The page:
Sunday, July 27, 2008

Following Drupal

A good way to follow wthat's happening with Drupal worldwide is to subscribe to the Drupal Planet feed.

I am really excited to see this creative way to popularize a project. No need to hang around the Web anymore in order to get an overview about this software. More than 200 feeds aggregated into a single one!

Tuesday, July 8, 2008

How to Delegate Your (Open)Identity Authentication to Wordpress

Everyone using Wordpress has an OpenID, e.g. mine is http://taroza.wordpress.com/. Yahoo and Google users also have an OpendID. Many other sites give it to you for free as well.

However, I don't like these imposed ids of mine. Fortunately I own a domain name evaldas-taroza.lt which is quite a friendly way to identify myself on the Web.

Here is how I set up my identity (according to the article on delegation):

  1. Since I link http://evaldas-taroza.lt to this blog, I configured a subdomain id.evaldas-taroza.lt to stand for my OpenID

  2. Then I configured my new subdomain to point to a simple Web page (http://id.evaldas-taroza.lt):
    <html>
    <head>
    <link rel="openid.server" href="http://taroza.wordpress.com/?openidserver=1" />
    <link rel="openid.delegate" href="http://taroza.wordpress.com/" />

    <link rel="openid2.provider" href="http://taroza.wordpress.com/?openidserver=1" />
    <link rel="openid2.local_id" href="http://taroza.wordpress.com/" />
    </head>
    <body>
    </body>
    </html>


The tricky part was to figure out what is the OpenID server at Wordpress (that's in bold).

Now I can login to every OpenID consumer with id.evaldas-taroza.lt which is the id I own. When I get bored using Worpress as an OpenID provider I can switch to Google, Yahoo, etc. and still keep it as id.evaldas-taroza.lt!

UPDATE: Looks that Wordpress openid support with delegation does not always work. So I switched to myopenid.com (I like that green color that they have). For an example how to configure delegation specifically for myopenid.com you can look, for instance, here.

Monday, July 7, 2008

JavaScript in Eclipse

JSDT is a promising JavaScript IDE. As an article from IBM says the features of JSDT include:

  • Syntax highlighting

  • Folding/line numbers

  • Full outlining, showing classes, functions, and fields

  • Highlight and check of matching brackets/parentheses

  • Auto-complete of brackets, parentheses, and indentation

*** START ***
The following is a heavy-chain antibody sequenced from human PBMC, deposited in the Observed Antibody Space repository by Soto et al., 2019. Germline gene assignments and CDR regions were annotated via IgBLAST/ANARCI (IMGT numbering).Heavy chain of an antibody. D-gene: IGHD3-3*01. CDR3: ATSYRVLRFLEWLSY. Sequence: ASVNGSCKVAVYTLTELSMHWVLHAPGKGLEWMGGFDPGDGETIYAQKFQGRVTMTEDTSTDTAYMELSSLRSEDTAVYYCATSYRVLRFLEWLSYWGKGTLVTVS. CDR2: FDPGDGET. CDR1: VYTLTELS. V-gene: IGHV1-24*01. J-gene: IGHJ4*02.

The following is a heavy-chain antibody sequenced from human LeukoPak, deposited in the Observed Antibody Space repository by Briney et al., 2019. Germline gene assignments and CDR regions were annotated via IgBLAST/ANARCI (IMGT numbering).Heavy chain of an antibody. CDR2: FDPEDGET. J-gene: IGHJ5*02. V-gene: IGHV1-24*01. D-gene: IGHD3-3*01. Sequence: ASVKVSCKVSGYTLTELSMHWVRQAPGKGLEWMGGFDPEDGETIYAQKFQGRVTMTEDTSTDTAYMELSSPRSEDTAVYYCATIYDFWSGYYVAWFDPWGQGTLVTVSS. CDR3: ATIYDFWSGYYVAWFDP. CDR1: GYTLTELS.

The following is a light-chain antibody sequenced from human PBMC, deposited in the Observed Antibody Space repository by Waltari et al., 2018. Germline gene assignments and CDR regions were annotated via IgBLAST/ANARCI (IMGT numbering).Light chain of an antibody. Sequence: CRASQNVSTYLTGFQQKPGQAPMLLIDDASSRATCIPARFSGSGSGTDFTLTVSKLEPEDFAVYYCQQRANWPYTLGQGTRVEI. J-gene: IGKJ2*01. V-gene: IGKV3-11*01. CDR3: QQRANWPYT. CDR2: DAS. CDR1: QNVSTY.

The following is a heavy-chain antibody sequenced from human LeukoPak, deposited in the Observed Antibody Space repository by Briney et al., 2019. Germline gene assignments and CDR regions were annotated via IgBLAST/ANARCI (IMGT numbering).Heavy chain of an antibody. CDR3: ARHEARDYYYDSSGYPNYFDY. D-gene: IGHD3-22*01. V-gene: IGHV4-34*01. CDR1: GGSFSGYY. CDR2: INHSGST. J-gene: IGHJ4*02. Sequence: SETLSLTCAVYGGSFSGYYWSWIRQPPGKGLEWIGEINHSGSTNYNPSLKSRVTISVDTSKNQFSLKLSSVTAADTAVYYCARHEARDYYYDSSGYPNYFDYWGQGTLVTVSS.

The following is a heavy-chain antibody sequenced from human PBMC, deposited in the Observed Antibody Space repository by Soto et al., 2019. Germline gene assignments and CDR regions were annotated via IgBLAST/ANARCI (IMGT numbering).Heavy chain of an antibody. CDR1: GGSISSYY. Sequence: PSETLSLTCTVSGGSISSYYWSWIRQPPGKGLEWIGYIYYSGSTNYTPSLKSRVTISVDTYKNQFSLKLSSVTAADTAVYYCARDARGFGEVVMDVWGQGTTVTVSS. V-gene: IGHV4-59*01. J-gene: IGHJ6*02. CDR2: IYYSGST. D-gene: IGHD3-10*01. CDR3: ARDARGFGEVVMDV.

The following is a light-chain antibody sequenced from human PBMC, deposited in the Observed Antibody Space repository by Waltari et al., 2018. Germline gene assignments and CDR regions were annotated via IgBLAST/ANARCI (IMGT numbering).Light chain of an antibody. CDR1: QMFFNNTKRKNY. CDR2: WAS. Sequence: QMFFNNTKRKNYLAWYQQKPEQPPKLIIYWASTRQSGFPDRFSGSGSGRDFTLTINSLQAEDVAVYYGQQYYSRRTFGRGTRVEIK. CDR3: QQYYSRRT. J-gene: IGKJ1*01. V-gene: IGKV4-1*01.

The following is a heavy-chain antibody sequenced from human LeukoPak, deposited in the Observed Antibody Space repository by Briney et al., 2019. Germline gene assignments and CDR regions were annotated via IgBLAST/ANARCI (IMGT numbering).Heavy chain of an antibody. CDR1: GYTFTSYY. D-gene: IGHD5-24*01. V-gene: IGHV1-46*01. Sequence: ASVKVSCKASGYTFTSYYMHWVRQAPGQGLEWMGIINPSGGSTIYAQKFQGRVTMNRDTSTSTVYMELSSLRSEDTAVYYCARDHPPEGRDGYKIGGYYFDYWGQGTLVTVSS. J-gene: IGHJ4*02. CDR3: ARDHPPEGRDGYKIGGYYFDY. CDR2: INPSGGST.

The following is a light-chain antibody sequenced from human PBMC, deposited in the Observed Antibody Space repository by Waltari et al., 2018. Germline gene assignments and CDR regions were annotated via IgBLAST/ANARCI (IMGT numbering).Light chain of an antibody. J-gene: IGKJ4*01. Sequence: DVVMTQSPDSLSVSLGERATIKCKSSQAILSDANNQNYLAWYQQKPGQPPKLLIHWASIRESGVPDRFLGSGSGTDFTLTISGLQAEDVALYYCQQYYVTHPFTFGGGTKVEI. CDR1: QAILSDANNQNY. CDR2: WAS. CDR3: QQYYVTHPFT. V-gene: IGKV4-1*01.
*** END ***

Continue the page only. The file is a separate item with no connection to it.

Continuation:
• Mark occurrence

  • Comment toggle (line and block)

  • Generate element JsDoc

  • Surround with do, for, try/catch, while

  • User-configurable completion templates

  • Extract function/change function signature

  • Indentation correction

  • Open declaration

  • Open-type hierarchy

  • Open-call hierarchy

  • Customizable code formating

  • Full search

  • Refactor/rename/move

  • Breakpoint support

  • Defined browser libraries with JsDoc for Firefox, Internet Explorer, and ECMA-3

  • Support for user defined libraries using JsDoc + JavaScript prototype definitions

  • Library image support

  • Debugging support provided through the ATF Project


Exciting! JSDT is already available. It's part of the Web Tools Platform V3.0, and I guess it's currently the best JavaScript toolkit out there.

Thursday, July 3, 2008

AJAX IM Client: Do It Yourself

Some time ago I was wandering around Internet in search for an open source Ajax IM client. I found a few, but I didn't dare to dig into their code hence ended up choosing none of them. First reason was that I didn't quite understand how IMs work, second, most open source IMs have too many features, and look complicated (scary).

After I bought the Jabber Developer's Handbook things became clearer. I understood that it's not that trivial to speak XMPP language. Fortunately there are libraries for that. E.g. XIFF for ActionScript (Flex). I wanted something like that for JavaScript. Not that easy... So I suspended my research.

Recently I found a nice tutorial on IBM developer works: Create an Ajax-based IM client

Tuesday, July 1, 2008

Jenabeans Make RDF Easier

Jenabeans is there to help developers to adopt RDF. If you worked with Java Persistence API (JPA) or Hibernate you can understand the value of defining your data model using Java annotations instead of DDL scripts. Jenabeans works similarly: annotations, (un)marshalling, etc.

Read a nice introduction to Jenabeans in an IBM developerWorks article. It's short but fluently defines the main aspects of the library.